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This guideline explains the standard criteria to be used by civil engineers for the design:
The guidelines here are general and may be modified by Seattle Public Utilities (SPU). SPU and the Seattle Department of Transportation (SDOT) must approve all drainage improvements in the right-of-way.
When available, discharge drainage to the public storm drain system instead of the public combined sewer. Direct pipe connections are preferred over curb or gutter discharge.
Please consult with SPU early to determine the best point of discharge.
Guidelines on grading in this document are provided only to illustrate concerns for SPU drainage review. See the City of Seattle Standard Plans for Municipal Construction and the Right-of-Way Improvements Manual for more information.
2.1 Curb returns
Grade curb returns at a minimum 0.5% slope in the flow line so that any low point is not:
2.2 Right-of-way behind the curb
Grade right-of-way behind the curb to the street. The standard cross section is shown on Standard Plan 400.
When SPU agrees that the standard cross section is not feasible, especially at curb bulbs and bus bulbs, typical drainage design considerations or exceptions include:
2.3 New curb bulbs
To the extent practical, minimize public storm drain extensions while grading new curb bulbs to drain.
When locating low points, consider drainage structure maintenance access. Minimize locating access where vehicles will be parked.
Survey the roadway cross section at curb to identify:
2.4 Concentrated flow
Collect flow concentrated along a gutter or flow line in a drainage structure, not left to fan out.
2.5 Inlet and catch basin staking points
Set elevations for inlets and CB grates at curb face. Include the drainage transition zone as shown in Standard Plan 260a.
Grade alleys per Standard Plan 403 and to drain to the perpendicular street. Public storm drain extensions to mid-alley low points will not be permitted, except when SPU agrees that there is no feasible alternative. When considered:
3.1 Collection points
Design considerations and exceptions may include:
Additional drainage pickups (CBs) are required at closed contour low points.
3.2 Maximum curb length
Water from less than 1,000 total lineal feet of curb on a residential street may discharge into one catch basin. This includes the length of curb for inlets which discharge into a catch basin as well as the catch basin itself. Flat residential streets may require additional drainage pickups.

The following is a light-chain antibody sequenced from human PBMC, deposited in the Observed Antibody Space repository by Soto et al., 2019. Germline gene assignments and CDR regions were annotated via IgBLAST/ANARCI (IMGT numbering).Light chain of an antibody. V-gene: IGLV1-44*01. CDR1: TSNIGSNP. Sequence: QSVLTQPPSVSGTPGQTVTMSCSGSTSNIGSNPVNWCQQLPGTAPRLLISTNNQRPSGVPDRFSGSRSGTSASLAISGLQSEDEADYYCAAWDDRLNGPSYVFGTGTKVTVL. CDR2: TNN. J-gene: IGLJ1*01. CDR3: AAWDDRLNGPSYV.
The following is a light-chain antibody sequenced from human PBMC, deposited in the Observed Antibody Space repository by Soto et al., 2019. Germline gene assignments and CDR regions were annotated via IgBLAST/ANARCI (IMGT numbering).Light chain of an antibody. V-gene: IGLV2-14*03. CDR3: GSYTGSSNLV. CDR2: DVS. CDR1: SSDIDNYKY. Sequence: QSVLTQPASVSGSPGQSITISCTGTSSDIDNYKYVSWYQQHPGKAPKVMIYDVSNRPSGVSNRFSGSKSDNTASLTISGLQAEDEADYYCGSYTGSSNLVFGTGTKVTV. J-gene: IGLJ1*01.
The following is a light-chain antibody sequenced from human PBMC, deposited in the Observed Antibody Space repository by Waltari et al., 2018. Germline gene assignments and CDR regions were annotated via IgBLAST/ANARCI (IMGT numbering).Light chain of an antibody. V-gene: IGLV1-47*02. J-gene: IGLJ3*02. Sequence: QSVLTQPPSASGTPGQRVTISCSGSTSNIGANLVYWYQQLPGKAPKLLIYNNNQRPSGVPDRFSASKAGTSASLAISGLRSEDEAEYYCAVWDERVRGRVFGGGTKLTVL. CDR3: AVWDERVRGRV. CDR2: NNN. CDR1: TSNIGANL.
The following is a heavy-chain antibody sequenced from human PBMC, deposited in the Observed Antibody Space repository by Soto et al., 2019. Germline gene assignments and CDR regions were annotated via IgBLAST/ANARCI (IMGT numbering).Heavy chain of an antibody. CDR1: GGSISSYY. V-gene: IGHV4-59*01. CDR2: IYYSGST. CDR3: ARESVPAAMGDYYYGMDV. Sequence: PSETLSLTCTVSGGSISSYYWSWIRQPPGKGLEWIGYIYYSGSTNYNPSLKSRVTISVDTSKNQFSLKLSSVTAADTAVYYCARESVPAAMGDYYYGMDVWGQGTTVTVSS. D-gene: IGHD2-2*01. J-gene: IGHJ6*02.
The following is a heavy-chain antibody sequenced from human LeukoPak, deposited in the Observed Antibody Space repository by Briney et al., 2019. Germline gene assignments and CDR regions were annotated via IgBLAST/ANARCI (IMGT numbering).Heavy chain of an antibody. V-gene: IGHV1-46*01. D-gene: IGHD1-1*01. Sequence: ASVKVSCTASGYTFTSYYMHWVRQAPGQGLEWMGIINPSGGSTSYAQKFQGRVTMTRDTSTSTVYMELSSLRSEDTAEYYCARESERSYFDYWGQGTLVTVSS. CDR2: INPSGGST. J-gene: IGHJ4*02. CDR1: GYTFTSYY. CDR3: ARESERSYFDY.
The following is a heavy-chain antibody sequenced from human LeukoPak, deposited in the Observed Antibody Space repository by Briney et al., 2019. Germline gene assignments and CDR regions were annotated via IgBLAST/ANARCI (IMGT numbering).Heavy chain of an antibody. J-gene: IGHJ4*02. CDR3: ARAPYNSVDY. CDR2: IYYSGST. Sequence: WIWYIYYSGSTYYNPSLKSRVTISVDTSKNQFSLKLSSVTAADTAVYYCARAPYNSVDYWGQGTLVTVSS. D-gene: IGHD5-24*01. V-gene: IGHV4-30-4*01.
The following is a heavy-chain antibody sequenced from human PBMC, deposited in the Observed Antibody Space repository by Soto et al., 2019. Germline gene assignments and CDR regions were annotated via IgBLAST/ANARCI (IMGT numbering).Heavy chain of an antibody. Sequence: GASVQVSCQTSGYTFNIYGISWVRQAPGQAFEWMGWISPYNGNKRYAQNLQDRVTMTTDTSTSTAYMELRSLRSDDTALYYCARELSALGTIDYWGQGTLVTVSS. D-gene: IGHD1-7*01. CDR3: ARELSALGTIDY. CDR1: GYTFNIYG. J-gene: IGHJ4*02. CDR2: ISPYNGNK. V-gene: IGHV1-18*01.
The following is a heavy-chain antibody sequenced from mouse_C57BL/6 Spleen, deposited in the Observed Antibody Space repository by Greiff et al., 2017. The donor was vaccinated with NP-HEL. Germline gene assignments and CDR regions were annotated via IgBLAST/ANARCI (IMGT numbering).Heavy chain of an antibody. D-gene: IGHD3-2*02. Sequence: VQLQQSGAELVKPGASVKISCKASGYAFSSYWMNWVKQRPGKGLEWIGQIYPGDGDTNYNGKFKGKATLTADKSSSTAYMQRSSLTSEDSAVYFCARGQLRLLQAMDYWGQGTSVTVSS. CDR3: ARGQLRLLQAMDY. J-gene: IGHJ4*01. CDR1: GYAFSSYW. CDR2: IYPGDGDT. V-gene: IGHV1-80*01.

3.3 Open grates
Do not locate open grates in any crosswalk or in front of curb ramps per Standard Plan 260a. From a curb ramp landing to any grate, the minimum clear distance is 1 foot. When unavoidable, a variance that is Americans with Disabilities Act (ADA) compliant will be considered.
3.4 Pedestrian and bicycle routes
Locate and relocate solid cover CBs to avoid the pedestrian and bicycle access routes. When possible, stay close to the curb to limit lane closures during maintenance and avoid the vehicle wheel path to limit noise and wear.
3.5 Standard locations for drainage grates and exceptions
For standard locations see Standard Plan 260a and b. Typical exceptions to locating structures 1½ feet from the point of curvature (PC) or point of tangency (PT) include:
Maintaining drainage structures can be a hazard to tree health. To the extent feasible, locate structures outside the full growth drip line of street trees. The minimum distance from the edge of the trunk to the edge of the structure is 5 feet per Standard Plan 030.
3.7 Gutter flow calculations
Gutter flow calculations including sag analysis is required for new arterial streets and significant revisions to arterial streets. As a starting point for an analysis, refer to the WSDOT Hydraulics Manual. Seattle has not adopted strict gutter spread standards. SPU and SDOT will review impacts for specific locations. Evaluating depth and spread of peak flows and grading of the street network beyond the project area may be required.
4.1 CBs preferred
CBs provide more reliable drainage pickup and are preferred over inlets. Typical exceptions when inlet installation is allowed instead of a CB include:
4.2 Replacing existing inlets, CBs and pipe
Inlets along new curbs must conform to Standard Plan 250 or be replaced. Whenever an inlet is replaced, the connection pipe to the CB must be replaced with new pipe. If the existing CB or CB connection pipe is determined to be defective by SPU, it must also be replaced.
4.3 Standard CB installation
Standard CB installation within the street shall be per Standard Plan 242B or 240D, which have a vaned grate and through curb opening. Typical design considerations and exceptions include:
4.4 Standard inlet installation
Install standard inlets within the street per Standard Plan 250B, which has a vaned grate and through curb opening. Use type 250A when the structure is not at a curb or curb height is less than 4 inches.
4.5 At curb bulbs
For curb bulbs, see Detail 4 (pdf). Locate a Standard Plan 242 CB no further up gradient than 1 ½ feet from the PC or PT of the curb bulb. Use a Standard Plan 250 inlet when the existing condition is an inlet and CB system and:
4.6 Closed contour low points
At closed contour low points, two independently connected CBs are required to minimize:
At most locations, the second CB is located on the opposite side of the street. See Detail 3 (pdf).
In alleys, use a Standard Plan 241 catch basin.
4.8 Elevated structures
For all elevated structures, consult with SPU early about requirements. If drains are required on a bridge, install per Standard Plan 290 with a grate per Standard Plan 265. New bridge downspouts shall have a minimum pipe diameter of 6 inches and a minimum bend radius of 4 feet.
4.9 Non-standard installations within shallow ditch and culvert system
For non-standard installations within the shallow ditch and culvert system, consult with SPU early about requirements. Typical design considerations and exceptions include:
4.10 Other non-standard installations